The difficulty for many experienced players is that are afflicted with the ‘RC’ problem; the ole resistance to change dilemma. One of my oldest tennis pro friends in Naples never wanted to give up his Prince Graphite racket because he could not trust anything new.
Years earlier, thousands and thousands of old timers were reluctant to change from their favorite Jack Kramer Autograph wood racket to the new rage – the Prince Classic metal frame. To some degree, it makes perfect sense for talented tennis competitors to scrutinize all of the new technology because they do not want to give up their “feel” and touch of their reliable weapon.
However, as we fast-forward into the new millennium, numerous racket companies have produced so many incredible rackets that literally have transformed the game in the modern era. Tennis enthusiasts will recall that with the advent of so many powerful new “sticks,” there was a genuine concern that the game would be forever ruined; the game changed too much as the power was taking over the entire sport. One of the biggest critics of the modern power-game is tennis legend John McEnroe, who has held onto the belief that the new game does not have much imagination.
He would later explain that with wood rackets, players utilized their deft touch from the baseline and net with drop shots, cleaver lobs and slice approach shots that often befuddled their competition. Frankly, I couldn’t disagree more with Mr. McEnroe as I firmly believe the present state of tennis has developed more athleticism as we view countless players ripping big shots from all areas of the court – most importantly, the change from a north/south game to that of a more athletic east/west view.
In the past, we were taught to hit deep and move in to the net for a winning volley. Now, most tennis players begin many of their patterns with deep balls but toss in tremendous variety as they hit short topspin angles which will quickly exploit the slower-moving player.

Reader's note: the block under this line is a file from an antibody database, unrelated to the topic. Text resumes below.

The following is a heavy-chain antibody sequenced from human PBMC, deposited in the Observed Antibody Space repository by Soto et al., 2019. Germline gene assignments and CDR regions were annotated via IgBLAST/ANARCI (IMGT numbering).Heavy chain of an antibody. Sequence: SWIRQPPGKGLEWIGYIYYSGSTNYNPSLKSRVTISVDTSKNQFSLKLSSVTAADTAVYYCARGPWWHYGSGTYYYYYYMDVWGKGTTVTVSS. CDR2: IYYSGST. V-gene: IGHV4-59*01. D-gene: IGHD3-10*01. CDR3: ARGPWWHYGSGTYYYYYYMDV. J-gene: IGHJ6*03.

Ok, if we choose to make an equipment change, what should we consider? To make the right decision, the player must know what they are exactly looking for: The player is content with their control and would like to seek out a frame with more power and does not like heavier rackets. Or the new performer prefers a ‘stick’ with plenty of power and enjoys a heavy frame for ultimate control. My advice to all curious tennis competitors is to try a minimum of three or four popular frames recommended by their pro.
Moreover, never make a quick verdict; especially if the player wins a big match and wants to rush to their favorite pro shop and buy two new rackets. Make sure to have a balanced decision-throw in a loss or two during competition as one does not want to have unrealistic expectations.
Historically, players took ample time debating which new frame to purchase but left little time to study which new string to put in their new present. Now, I urge all CTA league participants, club championship participants and recreational competitors to begin to experiment with at least five or six different strings.
As I have discussed before in my column, the new hybrid strings like the world-famous Luxilon model enables advanced players incredible advantages as the spin is so rich that balls that appear to travel outside the court amazingly fall in at the last second. But, there are other strings that offer incredible benefits: Kirschbaum Pro Line II, Tecnifibre Pro Red Code, Wilson Hollow-Core, Wilson NXT, Babolat Pro Hurricane Tour and Luxilon Original.
The two hottest racket companies are Babolat and Wilson. In the Babolat line please demo the following: Aero-Pro Drive, Pure Drive Roddick and the Pure Storm Limited GT. If you are searching in the Wilson family of rackets here are a few to demo: The K Blade, the BLX Surge and the BLX 6.1 Tour and the Cirrus.
The bottom line is do not be afraid of a big racket and string change – your game may improve but no matter what, it is fun to experiment. And one big benefit, trying out new equipment will give your game a big shot in the arm. Last, over the last few years, several shoe companies have been bold with their fashion statements.
Adidas, Nike, Wilson, Prince and others not only make a durable shoe but they also have drastically altered the color of the shoe. It is common to see black, navy blue and red shoes at your tennis club. Have some fun and dare to buy a shoe that offers solid durability and a shoe color that you have never worn before. Come on, do it… you just might beat the club champion!
Doug Browne is beginning his 26th year as Director of Tennis at Hideaway Beach Club on Marco Island. He has been associated with the USPTA for 25 years, and has been playing, talking, and teaching tennis for most of his life.